Two hundred years ago in America, being born of a certain race or gender predetermined one’s opportunities in life. African Americans were subjected to slavery and discrimination and women had very little liberty. In the present, the United States is much closer to equality, yet gender and race still play a role in life’s opportunities given the high frequency of affirmative action programs; they attempt to increase the representation of minorities on college campuses and in the office, regardless of virtue. Programs of affirmative action arouse controversy because some groups view affirmative action as a catalyst for reverse discrimination whilst other groups support affirmative action as a way to diversify society and compensate for past exclusions.
Affirmative action describes the “positive steps taken to increase the representation of women and minorities in areas of employment, education, and business from which they have been historically excluded” (Fullinwinder). Technically, the Civil Rights Act of 1964 and the Equal Opportunity Act of 1972 prohibit preferential decision based on race and gender (Civil), yet affirmative action programs are still widespread. Most institutions employ an affirmative action program based on so-called “goals” (Fullinwinder). These goals, which are actually more like quotas, state how many minorities the institution would like to have employed. As an arbitrary example, a company could set a goal to have a workforce composed of 15% Hispanics, 5% African Americans, and so on. Clearly, if an employer cannot meet the goal by solely hiring according to virtue, preferential decisions will become involved (Rodriguez)!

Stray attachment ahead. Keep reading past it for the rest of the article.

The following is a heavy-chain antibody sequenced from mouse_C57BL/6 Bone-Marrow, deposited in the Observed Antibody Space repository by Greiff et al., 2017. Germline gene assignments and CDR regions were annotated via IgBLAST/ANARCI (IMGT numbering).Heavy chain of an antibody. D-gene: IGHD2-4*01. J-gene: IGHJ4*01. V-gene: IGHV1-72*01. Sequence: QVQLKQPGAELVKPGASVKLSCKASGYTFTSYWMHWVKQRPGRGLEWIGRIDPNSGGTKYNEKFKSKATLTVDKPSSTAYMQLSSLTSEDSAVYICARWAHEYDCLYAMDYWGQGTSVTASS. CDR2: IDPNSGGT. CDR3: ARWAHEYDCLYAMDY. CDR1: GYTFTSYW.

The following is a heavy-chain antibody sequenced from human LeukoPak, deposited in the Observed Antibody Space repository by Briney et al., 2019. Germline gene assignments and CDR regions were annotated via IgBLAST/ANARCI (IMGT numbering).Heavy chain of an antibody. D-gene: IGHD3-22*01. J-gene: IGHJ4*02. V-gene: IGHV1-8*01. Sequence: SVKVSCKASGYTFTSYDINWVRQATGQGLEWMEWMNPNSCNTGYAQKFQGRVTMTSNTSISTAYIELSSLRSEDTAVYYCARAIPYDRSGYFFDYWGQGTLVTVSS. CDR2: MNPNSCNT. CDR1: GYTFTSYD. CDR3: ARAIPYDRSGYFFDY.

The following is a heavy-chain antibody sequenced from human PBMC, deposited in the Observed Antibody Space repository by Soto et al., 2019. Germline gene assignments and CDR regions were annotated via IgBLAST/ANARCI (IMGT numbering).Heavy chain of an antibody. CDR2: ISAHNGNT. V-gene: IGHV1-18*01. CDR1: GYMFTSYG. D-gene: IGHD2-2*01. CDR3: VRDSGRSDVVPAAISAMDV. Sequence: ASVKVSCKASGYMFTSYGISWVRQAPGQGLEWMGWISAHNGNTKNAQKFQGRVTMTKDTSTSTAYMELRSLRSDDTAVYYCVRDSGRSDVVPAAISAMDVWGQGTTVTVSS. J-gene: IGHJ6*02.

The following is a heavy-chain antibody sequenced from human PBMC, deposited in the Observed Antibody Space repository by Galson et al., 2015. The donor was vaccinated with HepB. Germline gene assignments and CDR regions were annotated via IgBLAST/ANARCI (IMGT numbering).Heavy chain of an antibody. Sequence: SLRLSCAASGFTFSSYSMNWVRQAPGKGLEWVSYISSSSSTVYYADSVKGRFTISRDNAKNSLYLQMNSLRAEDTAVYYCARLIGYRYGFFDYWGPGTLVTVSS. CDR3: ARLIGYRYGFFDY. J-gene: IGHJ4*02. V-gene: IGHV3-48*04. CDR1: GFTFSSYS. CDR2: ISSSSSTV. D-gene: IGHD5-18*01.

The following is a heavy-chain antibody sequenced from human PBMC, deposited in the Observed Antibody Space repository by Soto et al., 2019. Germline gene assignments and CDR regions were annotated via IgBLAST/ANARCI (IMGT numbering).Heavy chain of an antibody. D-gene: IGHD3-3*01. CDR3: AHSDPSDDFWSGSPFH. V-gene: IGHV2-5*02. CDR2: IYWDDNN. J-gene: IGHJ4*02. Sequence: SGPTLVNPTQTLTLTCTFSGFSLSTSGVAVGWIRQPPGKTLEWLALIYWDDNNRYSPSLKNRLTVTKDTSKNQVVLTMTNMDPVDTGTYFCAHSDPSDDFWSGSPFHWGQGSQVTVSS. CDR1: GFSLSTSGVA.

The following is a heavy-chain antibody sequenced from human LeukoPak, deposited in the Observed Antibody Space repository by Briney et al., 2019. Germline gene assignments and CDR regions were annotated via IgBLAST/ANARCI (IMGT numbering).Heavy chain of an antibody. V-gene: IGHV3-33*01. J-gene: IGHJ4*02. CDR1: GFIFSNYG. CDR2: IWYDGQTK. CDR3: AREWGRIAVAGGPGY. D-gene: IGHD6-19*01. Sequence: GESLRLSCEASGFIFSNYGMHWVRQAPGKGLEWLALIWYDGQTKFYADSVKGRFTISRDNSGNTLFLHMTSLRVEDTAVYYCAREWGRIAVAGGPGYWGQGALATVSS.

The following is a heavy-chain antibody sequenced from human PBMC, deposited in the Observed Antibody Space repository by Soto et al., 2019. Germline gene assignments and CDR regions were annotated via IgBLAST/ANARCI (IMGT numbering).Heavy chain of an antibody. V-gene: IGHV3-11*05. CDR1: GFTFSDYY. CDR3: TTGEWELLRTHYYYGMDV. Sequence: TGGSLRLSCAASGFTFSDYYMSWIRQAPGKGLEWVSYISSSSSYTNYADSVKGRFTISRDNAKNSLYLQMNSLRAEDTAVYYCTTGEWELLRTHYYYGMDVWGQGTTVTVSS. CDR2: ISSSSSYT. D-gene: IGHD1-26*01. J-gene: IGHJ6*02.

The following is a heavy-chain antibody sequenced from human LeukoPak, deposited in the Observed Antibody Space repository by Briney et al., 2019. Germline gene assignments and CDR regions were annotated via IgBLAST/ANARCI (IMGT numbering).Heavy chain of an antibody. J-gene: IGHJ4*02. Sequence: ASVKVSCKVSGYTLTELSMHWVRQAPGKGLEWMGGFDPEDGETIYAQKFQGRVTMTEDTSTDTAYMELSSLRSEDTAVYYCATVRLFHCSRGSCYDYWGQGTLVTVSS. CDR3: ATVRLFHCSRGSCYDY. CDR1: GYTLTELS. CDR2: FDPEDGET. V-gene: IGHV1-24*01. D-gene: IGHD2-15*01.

There are many reasons why universities and employers would rather hire a minority than a more qualified person. Firstly, the government urges a more diverse field. For example, the Obama administration went against the Civil Rights act of 1964 and Equal Opportunity Act of 1972 and “urged colleges and universities to get creative in improving racial diversity at their campuses,” (Dillon). Secondly, the institution would like to seem less racist. By hiring more minorities, employers integrate different ethnicities; a company with a mixed workforce seems much more “American” than a workforce comprised solely of Caucasians (Fullinwinder)!
Those in favor of affirmative action are strong believers of equal representation. Firstly, the pro-affirmative action case states that the number of minorities in the workplace should represent the percentage of minorities in the country as a whole. Next, supporters of affirmative action believe that affirmative action compensates for past exclusions. These past exclusions include the slavery of African-Americans and the forced subservience of women. Thirdly, affirmative action tries to integrate minorities into society. By giving them preferential treatment in employment, more and more minorities are attaining a higher living standard as well as introducing them to...